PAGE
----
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Life sciences/Organismal biology/Animals/Invertebrates/Arthropods/Insects

The AAAS Charles Valentine Riley Memorial Lecture is an important opportunity to explore the environmental and societal challenges facing our planet through the lens of agricultural innovation and its applications in a global context. 

The AAAS Charles Valentine Riley Memorial Lecture is an important opportunity to explore the environmental and societal challenges facing our planet through the lens of agricultural innovation and its applications in a global context. 

The AAAS Charles Valentine Riley Memorial Lecture is an important opportunity to explore the environmental and societal challenges facing our planet through the lens of agricultural innovation and its applications in a global context. 

Anthony Wilson studies how the biology of blood-feeding insects affects the spread of viruses and our ability to control their spread. Wilson, group leader in Integrative Entomology at the Pirbright Institute in the United Kingdom, first did public engagement as a graduate student participating in the Science and Engineering Ambassador program at his university. He found it rewarding to speak with undergraduate students about STEM careers, especially because no one had encouraged him in this way. Since then, his public engagement has continued to be part of his research career, as his work is inherently public-facing. For example, he coordinated closely with veterinarians to manage and communicate about the bluetongue virus during the 2006 outbreak in Europe. He helped promote the message that insects spread this disease, which has severe impacts on livestock populations, and that people can help in controlling it and preventing its entry into the UK.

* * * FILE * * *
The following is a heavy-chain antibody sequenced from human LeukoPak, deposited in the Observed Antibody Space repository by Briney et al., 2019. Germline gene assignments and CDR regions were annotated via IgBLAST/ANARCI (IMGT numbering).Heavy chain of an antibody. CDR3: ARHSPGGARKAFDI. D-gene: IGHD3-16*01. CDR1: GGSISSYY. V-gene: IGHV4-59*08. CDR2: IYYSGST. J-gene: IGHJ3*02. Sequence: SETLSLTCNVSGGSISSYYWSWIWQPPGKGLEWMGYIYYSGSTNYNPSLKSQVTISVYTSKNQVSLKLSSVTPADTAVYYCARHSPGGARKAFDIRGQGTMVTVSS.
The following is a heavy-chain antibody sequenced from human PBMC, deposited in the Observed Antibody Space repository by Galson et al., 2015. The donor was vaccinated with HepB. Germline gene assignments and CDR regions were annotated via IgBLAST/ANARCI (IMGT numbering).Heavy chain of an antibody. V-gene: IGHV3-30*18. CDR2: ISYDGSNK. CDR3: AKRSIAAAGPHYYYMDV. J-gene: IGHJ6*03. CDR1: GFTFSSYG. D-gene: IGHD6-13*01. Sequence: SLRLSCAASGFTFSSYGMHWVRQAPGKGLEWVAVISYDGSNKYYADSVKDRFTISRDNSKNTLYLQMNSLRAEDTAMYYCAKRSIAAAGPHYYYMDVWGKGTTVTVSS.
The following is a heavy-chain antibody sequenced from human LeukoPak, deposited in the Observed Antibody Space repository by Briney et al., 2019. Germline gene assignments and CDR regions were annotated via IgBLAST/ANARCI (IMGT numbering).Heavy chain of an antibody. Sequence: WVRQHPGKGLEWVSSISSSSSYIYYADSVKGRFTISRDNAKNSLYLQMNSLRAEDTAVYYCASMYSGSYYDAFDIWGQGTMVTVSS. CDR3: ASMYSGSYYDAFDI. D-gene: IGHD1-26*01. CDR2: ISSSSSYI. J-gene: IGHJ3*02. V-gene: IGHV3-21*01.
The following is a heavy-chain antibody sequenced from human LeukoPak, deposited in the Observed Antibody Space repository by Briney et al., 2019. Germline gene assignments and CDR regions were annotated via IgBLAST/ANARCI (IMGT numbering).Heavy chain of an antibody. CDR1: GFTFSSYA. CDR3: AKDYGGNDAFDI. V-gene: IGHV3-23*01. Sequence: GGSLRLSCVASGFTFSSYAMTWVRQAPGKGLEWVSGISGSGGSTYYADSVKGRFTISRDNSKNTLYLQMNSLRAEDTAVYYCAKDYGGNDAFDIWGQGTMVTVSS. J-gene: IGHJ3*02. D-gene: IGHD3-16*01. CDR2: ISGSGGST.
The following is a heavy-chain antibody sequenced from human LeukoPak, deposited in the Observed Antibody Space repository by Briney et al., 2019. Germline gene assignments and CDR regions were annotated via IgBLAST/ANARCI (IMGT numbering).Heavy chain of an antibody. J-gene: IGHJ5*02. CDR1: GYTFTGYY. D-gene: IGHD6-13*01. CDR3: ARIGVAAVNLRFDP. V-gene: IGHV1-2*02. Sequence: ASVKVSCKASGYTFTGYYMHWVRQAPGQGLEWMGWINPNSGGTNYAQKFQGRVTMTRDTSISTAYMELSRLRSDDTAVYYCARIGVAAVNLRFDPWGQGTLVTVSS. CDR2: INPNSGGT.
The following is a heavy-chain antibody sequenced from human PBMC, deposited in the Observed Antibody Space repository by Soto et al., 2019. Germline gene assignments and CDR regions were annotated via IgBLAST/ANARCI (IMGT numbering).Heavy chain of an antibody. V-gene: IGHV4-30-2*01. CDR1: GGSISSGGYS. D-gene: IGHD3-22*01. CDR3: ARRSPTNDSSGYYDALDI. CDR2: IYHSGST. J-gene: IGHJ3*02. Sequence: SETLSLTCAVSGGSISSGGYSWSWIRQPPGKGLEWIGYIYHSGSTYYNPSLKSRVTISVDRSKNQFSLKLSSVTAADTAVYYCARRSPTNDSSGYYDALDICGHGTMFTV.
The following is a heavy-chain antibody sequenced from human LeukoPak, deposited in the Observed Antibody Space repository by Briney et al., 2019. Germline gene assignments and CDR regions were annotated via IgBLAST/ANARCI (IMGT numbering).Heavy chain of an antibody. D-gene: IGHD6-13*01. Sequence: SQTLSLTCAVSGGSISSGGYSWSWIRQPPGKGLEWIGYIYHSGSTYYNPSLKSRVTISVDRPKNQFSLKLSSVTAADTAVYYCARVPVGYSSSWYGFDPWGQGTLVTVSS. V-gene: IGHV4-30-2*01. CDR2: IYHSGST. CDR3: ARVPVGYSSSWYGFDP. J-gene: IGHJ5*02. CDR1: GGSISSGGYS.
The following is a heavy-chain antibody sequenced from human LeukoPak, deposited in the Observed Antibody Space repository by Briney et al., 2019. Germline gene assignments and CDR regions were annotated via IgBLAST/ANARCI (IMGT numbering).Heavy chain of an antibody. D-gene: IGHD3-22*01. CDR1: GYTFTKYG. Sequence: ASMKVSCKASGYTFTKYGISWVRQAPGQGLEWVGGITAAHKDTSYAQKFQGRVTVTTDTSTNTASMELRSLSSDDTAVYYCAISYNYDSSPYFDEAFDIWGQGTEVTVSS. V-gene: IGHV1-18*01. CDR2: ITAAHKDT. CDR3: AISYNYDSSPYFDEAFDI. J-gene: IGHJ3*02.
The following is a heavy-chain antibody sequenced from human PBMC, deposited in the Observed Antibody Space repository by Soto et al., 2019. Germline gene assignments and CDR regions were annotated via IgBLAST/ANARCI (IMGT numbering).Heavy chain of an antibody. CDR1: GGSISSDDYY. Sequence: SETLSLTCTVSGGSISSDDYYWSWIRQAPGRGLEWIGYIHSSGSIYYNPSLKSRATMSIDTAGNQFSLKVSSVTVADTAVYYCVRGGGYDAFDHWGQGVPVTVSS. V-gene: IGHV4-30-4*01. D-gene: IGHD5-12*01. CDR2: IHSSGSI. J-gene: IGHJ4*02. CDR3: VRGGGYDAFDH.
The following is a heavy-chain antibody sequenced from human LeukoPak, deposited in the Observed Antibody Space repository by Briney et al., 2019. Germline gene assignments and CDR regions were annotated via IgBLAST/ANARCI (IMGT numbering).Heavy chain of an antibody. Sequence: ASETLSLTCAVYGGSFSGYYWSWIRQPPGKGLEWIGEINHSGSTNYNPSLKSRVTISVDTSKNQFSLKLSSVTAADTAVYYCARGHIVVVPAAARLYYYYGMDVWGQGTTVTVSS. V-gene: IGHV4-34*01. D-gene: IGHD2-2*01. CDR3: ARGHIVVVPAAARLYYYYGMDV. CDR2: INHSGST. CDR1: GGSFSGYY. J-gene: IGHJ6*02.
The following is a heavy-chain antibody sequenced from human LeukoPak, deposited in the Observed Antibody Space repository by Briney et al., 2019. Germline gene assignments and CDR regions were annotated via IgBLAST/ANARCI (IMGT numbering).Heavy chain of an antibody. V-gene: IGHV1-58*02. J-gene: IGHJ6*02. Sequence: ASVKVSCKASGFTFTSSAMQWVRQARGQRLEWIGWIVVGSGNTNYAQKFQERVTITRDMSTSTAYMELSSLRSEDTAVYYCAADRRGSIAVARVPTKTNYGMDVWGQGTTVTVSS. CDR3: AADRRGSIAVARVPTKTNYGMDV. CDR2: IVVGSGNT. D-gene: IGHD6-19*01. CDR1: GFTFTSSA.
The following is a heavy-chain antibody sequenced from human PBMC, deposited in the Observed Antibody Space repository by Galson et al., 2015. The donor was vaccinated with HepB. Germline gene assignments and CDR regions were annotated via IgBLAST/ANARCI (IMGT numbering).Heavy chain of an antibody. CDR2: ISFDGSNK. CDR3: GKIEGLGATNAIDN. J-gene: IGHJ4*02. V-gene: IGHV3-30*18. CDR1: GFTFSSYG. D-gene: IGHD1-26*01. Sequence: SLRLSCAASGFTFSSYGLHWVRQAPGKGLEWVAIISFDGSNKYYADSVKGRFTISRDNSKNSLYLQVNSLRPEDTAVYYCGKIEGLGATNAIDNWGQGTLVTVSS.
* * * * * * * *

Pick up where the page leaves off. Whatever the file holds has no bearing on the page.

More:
Anthony Wilson studies how the biology of blood-feeding insects affects the spread of viruses and our ability to control their spread. Wilson, group leader in Integrative Entomology at the Pirbright Institute in the United Kingdom, first did public engagement as a graduate student participating in the Science and Engineering Ambassador program at his university. He found it rewarding to speak with undergraduate students about STEM careers, especially because no one had encouraged him in this way. Since then, his public engagement has continued to be part of his research career, as his work is inherently public-facing. For example, he coordinated closely with veterinarians to manage and communicate about the bluetongue virus during the 2006 outbreak in Europe. He helped promote the message that insects spread this disease, which has severe impacts on livestock populations, and that people can help in controlling it and preventing its entry into the UK.
Emerging viruses already circulating in the Western Hemisphere could infect fetal tissue and might have the capacity to cause birth defects, according to preclinical findings published January 31 in Science Translational Medicine.
With the holiday season in full swing, SB&F is pleased to share with you our picks for science books that should put a smile on the faces of your friends and family.